When I was first married, we lived in an apartment on the second floor of a building at the end of a long hallway. It was in one of two identical buildings. We lived in apartment 2Q, a corner apartment. It had better ventilation than the apartments in the middle of the building. It was also quieter being farther away from the elevator.
One day, having taken a bus home from downtown, I went in through the front and walked all the way down the corridor to our apartment. As I started to put my key in the door, I realized that there was a nameplate on the door. It said “2Q, Kincaid.”
My name was not then and is not now Kincaid, but the sign on the door said 2Q. It was the correct unit, but apparently I didn’t live there. I took a deep breath, walked back to the elevator then went back to the flat. It still said “Kincaid.”
I immediately realized what had happened. I had slipped through into a parallel universe. I was in another dimension where I didn’t exist. I’d been replaced by someone named Kincaid.
It took me a while, standing there and staring at the door before it occurred to me that I was in the wrong building. The two buildings were the same and I hadn’t been paying attention.
What’s interesting is not that I went into the wrong building but that I immediately assumed I’d slipped into the Twilight Zone. Would most people, finding themselves in that situation, conclude they’d slipped into a parallel universe? Or would think they had maybe walked into the wrong building? Which would you do?
I suspect off-center thinking is part of creativity and certainly part of being a writer. A little piece of my brain is always busy recording events as future fodder for writing. Often, even in the middle of what could be a serious — even dangerous — situation, I have a little voice reminding me what a terrific story I’ll get out of it.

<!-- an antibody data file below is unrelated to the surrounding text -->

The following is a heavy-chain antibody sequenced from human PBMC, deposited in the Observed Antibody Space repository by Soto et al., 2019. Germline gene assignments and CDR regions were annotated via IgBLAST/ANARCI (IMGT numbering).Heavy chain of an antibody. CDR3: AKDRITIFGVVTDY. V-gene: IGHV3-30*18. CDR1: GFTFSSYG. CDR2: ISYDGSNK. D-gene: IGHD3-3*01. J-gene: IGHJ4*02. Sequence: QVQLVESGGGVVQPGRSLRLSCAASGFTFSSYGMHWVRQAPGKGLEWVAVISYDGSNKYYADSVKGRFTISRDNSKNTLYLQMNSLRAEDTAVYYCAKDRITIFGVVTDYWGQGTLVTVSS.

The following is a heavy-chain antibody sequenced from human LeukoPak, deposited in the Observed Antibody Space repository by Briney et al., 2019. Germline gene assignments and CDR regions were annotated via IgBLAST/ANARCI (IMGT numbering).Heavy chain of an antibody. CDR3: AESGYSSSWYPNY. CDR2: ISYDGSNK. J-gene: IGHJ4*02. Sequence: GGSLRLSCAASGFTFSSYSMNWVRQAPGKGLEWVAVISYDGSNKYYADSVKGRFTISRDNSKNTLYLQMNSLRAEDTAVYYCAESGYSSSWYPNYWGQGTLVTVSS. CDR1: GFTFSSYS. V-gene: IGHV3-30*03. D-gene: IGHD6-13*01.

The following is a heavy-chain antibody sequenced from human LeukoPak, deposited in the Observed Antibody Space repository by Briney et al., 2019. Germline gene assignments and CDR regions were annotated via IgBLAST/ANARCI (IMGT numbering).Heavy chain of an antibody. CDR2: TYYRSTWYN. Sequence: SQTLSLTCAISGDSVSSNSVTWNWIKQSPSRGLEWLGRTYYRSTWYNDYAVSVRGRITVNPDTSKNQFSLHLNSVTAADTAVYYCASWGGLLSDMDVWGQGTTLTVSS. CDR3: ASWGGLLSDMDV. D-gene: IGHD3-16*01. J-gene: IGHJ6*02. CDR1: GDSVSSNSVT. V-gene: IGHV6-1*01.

The problem with seeing everything as a potential story is that there is a tendency to hold oneself a bit apart, to be more concerned with watching than living. For almost ten years, I stopped taking pictures because I thought taking pictures was preventing me from truly seeing. I felt I was missing the party. Eventually, I went back to taking pictures and photography is the way I deal with the visual elements of life. I can’t stop seeing pictures framed into photographs, so I might as well carry a camera.
Nonetheless, I believe I was partially right. When you see life through a lens or are constantly planning how to write this thing that’s happening, you are not fully engaged in whatever is going on. Is that bad? Perhaps it’s just how I am, who I am. I can’t make myself not see pictures, not hear stories. It’s just how I relate to the world.
What about you?